Not many steps later I found this undeveloped land signed “Private Property,” although I think my mapping apps show it as a park. Again: this is within a 15-minute walk of the state capitol.
A windmill survives in two parts in this parking lot for rental units. Looks beheaded now.
I came out this alley and proceeded through the “Begin One Way” signs straight ahead. Yup, the right-of-way narrows, as you might expect. Note that is is a sandy gravel road, with surviving ice blobs and muddy spots even today.
As I walked along, I was passed by a Ford Focus, then this fancy Porsche. Someone in an expensive car visiting or living in a house on a dirt road less than a ten-minute walk from the state capitol. The Porsche is waiting for a gap in the traffic on the Old Santa Fé trail…a main drag, no?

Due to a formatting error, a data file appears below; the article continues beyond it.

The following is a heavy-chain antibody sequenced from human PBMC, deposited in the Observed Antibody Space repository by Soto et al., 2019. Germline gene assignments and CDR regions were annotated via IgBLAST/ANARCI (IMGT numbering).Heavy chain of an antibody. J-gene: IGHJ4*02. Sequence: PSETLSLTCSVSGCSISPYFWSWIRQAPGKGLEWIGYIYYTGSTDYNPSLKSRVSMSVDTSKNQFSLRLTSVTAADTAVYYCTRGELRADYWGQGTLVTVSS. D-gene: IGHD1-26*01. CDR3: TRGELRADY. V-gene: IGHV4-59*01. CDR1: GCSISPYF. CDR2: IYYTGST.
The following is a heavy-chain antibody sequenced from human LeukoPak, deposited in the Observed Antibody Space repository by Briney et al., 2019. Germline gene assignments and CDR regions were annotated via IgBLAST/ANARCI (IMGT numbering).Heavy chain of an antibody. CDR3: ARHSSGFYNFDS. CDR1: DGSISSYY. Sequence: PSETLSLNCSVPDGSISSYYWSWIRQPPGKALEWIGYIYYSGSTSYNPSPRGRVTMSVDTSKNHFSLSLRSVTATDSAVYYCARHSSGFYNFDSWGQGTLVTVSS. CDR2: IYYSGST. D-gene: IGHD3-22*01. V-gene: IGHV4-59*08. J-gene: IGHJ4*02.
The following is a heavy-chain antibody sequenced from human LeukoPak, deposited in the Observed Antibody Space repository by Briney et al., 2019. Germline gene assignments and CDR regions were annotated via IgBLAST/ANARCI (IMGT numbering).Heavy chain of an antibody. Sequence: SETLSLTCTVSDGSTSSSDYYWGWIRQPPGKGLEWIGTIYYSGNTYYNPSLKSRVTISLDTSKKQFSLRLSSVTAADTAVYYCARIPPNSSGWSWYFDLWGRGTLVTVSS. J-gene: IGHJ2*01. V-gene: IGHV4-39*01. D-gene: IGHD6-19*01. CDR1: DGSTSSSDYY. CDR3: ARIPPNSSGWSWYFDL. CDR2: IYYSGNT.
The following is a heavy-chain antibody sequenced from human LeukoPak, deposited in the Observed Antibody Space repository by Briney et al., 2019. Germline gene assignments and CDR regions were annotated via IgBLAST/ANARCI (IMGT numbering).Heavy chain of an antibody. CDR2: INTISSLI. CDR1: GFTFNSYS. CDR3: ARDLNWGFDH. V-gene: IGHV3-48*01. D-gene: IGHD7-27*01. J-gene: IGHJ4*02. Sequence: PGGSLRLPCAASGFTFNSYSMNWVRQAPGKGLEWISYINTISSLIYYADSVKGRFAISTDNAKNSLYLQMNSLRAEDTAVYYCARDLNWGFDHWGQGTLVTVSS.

Not sure what to make of these observations, but I note that the civic-ceremonial zone here in New Mexico’s political center gives way to residential buildings quite quickly—within two blocks—and that residential zone may not have fancy capital improvements 😀.
Fascinated by the “regular” mailbox cemented into the stucco “adobe” wall.
Where’s…oh, you get it.
Note tabby and horno. And pig toy/sculpture, lower left. That’s the most accoutrement-ed horno I’ve ever noticed/seen.
The Guru took Droney for a quick flight. That curved wall building is the capitol (behind the dark red-brown roof).
We took a short drive south to Lamy.
Amtrak stops here, and it’s the closest stop to Santa Fé, if I have it right. We were lucky to be there when the train stopped…and left maybe five minutes later.
Abandoned? parked caboose. Unnecessary in the digital world.
Glass insulators are still in use in these parts in some rural lines. The Guru says these are for telephone/communications not electricity. The pairs are a clue.
We walked to dinner, which means after sunset (before 5pm), and after the cold is setting in. Brr. But, we’re tough. After dark means opportunities for computational photography—yay!